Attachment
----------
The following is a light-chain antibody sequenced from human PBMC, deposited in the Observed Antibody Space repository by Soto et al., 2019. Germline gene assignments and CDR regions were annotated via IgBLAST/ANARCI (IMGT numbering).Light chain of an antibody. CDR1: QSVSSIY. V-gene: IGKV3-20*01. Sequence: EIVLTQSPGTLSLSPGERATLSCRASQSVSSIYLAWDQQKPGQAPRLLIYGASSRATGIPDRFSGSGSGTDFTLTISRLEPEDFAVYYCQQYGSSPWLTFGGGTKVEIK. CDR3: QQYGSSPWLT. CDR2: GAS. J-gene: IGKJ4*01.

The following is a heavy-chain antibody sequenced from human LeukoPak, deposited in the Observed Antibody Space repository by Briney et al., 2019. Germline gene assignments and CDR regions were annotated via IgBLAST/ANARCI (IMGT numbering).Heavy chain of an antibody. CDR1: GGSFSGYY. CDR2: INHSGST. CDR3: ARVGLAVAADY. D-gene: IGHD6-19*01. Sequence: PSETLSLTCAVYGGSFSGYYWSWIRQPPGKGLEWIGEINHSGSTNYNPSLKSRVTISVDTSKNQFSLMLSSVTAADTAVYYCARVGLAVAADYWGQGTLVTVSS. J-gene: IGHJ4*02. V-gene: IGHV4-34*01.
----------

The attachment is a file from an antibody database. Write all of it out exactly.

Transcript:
The following is a light-chain antibody sequenced from human PBMC, deposited in the Observed Antibody Space repository by Soto et al., 2019. Germline gene assignments and CDR regions were annotated via IgBLAST/ANARCI (IMGT numbering).Light chain of an antibody. CDR1: QSVSSIY. V-gene: IGKV3-20*01. Sequence: EIVLTQSPGTLSLSPGERATLSCRASQSVSSIYLAWDQQKPGQAPRLLIYGASSRATGIPDRFSGSGSGTDFTLTISRLEPEDFAVYYCQQYGSSPWLTFGGGTKVEIK. CDR3: QQYGSSPWLT. CDR2: GAS. J-gene: IGKJ4*01.

The following is a heavy-chain antibody sequenced from human LeukoPak, deposited in the Observed Antibody Space repository by Briney et al., 2019. Germline gene assignments and CDR regions were annotated via IgBLAST/ANARCI (IMGT numbering).Heavy chain of an antibody. CDR1: GGSFSGYY. CDR2: INHSGST. CDR3: ARVGLAVAADY. D-gene: IGHD6-19*01. Sequence: PSETLSLTCAVYGGSFSGYYWSWIRQPPGKGLEWIGEINHSGSTNYNPSLKSRVTISVDTSKNQFSLMLSSVTAADTAVYYCARVGLAVAADYWGQGTLVTVSS. J-gene: IGHJ4*02. V-gene: IGHV4-34*01.